Sunday, June 22, 2008

Deceptive Numbers Used to Described Floods

Of all the deceptive numbers in circulation, the most ridiculous, expensive, and tragic are the numbers the U. S. Army Corp of Engineers use to describe the levees that they build. I saw an interview with General Michael J. Walsh on the NBC news this past week. In it he referred to the rainfall flooding Cedar Rapids as a “500-year storm.” The levees were not designed for such a rare event. According to General Walsh: “A lot of levees have over topped. We don’t consider that a failure.”

He is consistent with other officials I’ve seen interviewed, who refer to levees as having “100-year” or “500-year” designs. The terminology means that according to the statistical models used to predict floods, water should top a 100-year levee about once every 100 years and top a 500-year levee once every 500 years.

You wonder how engineers and government officials can quote these numbers with a straight face. Does the U. S. Army Corp of engineers understand anything about what they are doing along the Mississippi. Clearly once levees are constructed along the river all the flood statistics become meaningless.

Timothy Kusky, director of the Center for Environmental Sciences at St. Louis University, described in an interview on NPR how before levees were built, the Mississippi River was 4000 ft wide at St. Louis. Today the river is 1500 ft wide. As Kusky stated: “It is a simple concept; confine the river to a narrower channel and there is nowhere for the water to go but up.” The result according to Kusky is that we’ve had 15 hundred-year floods in the past hundred years, and many more 500-year floods in the past 150 years. Building structures changes all the statistics.

The other problem is that the flooding statistics are based on past events. Climate change models predict a 20% increase in rainfall in the coming decades for the Midwest. With that rainfall will come a 50% rise in the height of the rivers.

But, communities, developers, and home owners continue to invest large sums of money on the basis of the bogus statistical claims made by the Army Corp of Engineers. Chesterfield, Missouri now has the largest strip mall in the United States—3 miles long. The mall, along with 30,000 new homes, is built on land that was completely under 10 ft of water during the 1993 flood. The developer erected a “500-year” levee for protection and declared the area safe.

Robert E. Criss, Ph.D., professor of earth and planetary sciences at Washington University in St. Louis has strongly criticized such development as “ignoring geological reality.” On a Washington University news website, Criss describes as an "absurd exaggeration” the claim that a levee will withstand floods for 500 years. “If some private company were making claims that they'll sell you a car that will run for 500 years, they'd be in jail. Somehow, the government feels justified making absurd claims that have no basis."

It appears that little of substance was learned from the 1993 floods. The conclusion that higher levees need to be built ignores the reality that all of the water must have some place to go. A higher levee in one location will force water over the top in another location. The statistics that are the basis for the levee building and development become meaningless. But government officials and developers still rely on these absurd numbers and the result is heartbreaking for the people affected.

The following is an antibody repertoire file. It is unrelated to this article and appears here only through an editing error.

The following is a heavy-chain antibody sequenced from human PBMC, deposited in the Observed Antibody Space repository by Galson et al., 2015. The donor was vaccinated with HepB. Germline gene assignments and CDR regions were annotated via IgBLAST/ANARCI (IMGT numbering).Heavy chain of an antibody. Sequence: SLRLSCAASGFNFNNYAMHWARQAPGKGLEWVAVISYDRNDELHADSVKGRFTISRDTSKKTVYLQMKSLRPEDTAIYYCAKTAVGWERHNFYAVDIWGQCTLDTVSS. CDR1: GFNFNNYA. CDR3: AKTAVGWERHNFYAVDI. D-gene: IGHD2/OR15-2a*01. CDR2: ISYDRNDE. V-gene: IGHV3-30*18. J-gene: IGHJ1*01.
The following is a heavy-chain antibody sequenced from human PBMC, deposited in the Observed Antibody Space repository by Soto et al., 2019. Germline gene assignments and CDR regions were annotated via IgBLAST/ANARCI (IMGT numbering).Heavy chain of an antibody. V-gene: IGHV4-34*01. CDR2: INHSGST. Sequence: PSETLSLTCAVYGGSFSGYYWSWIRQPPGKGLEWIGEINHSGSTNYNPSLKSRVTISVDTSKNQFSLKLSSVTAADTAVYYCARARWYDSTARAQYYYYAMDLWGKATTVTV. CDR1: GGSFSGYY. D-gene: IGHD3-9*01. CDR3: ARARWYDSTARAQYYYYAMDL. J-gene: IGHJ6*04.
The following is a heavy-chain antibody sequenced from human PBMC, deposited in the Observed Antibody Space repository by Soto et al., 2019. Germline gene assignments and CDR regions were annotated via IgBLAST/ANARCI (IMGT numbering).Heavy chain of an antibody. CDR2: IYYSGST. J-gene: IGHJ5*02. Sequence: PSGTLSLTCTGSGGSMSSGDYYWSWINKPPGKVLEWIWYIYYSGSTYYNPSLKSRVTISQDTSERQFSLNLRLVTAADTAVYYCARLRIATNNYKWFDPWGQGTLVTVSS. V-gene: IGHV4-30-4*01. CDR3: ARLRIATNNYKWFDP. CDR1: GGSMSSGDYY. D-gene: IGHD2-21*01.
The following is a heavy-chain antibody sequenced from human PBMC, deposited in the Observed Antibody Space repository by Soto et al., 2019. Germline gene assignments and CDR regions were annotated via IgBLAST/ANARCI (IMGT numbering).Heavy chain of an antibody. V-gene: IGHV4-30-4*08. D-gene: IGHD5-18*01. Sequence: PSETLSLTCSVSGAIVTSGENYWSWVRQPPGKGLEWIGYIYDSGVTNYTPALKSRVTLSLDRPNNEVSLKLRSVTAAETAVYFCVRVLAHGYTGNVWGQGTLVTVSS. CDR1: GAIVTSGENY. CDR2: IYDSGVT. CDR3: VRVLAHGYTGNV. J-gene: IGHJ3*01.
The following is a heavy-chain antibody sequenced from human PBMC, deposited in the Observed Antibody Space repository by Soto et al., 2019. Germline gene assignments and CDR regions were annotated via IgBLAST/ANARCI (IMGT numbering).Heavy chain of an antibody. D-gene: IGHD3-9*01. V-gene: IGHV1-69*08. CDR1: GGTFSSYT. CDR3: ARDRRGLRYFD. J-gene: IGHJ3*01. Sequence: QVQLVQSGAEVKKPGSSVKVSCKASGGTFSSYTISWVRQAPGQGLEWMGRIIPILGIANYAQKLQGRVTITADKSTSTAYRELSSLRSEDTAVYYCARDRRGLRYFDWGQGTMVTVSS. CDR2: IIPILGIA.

Joseph Ganem is a physicist and author of The Two Headed Quarter: How to See Through Deceptive Numbers and Save Money on Everything You Buy

Wednesday, June 18, 2008

A Question About the Monty Hall Problem

A reader forwarded me a link to an excerpt from a new book—The Drunkard’s Walk: How Randomness Rules Our Lives by Leonard Mlodinow. The excerpt discusses a widely misunderstood issue in probability theory that has become known as the “Monty Hall” problem. The reader asked me: “What is going on in this one? I looked through your book [The Two Headed Quarter] for a possible answer, but no luck.”

Coincidentally I just started reading Mlodinow’s book a few days ago and at least through the first two chapters I’m enjoying it. The book’s subject has always fascinated me and the author is a fellow physicist.

My book does not discuss the Monty Hall problem explicitly, but I do in the last chapter discuss how people become deceived by events that are conditionally probable. The Monty Hall problem is an extremely subtle example of how people are fooled by conditional probabilities. It is so subtle it has fooled professional mathematicians including Paul Erdos, one of the 20th century’s most prolific mathematicians.

Here is the problem. You are a contestant on the game show Let's Make a Deal. The host, Monty Hall, asks you to pick from one of three doors. Behind one is the grand prize and behind the other two are worthless consolation prizes. You choose door number one. Monty Hall, who knows what is behind all three doors and will not reveal the grand prize, opens door number two to reveal a consolation price and asks if you want to switch your choice to door number three. Should you switch or stay with door number one?

Many people argue that at this point your chances of winning are 50-50 and switching your choice to the other door will not improve your chances. But the reality is you should switch because you will win two-thirds of the time if you do. This fact is hard to believe. In his biography of Paul Erdos, The Man Who Loved Only Numbers, Paul Hoffman describes how Erdos, did not understand why switching improved the contestant’s chances. A friend wrote a computer program that simulated the Monty Hall problem and showed that switching does win two-thirds of the time, but Erdos still did not understand the reason why.

The reason you should switch is that once the all-knowing Monty Hall opened a door, he gave away information. His choice is not random; which means that your choice now has conditional probabilities associated with it. Had Hall acted first and then presented you with a choice of two doors, your chances would be 50-50. But he acted after you did and now you have a chance to respond. These are the three possible scenarios: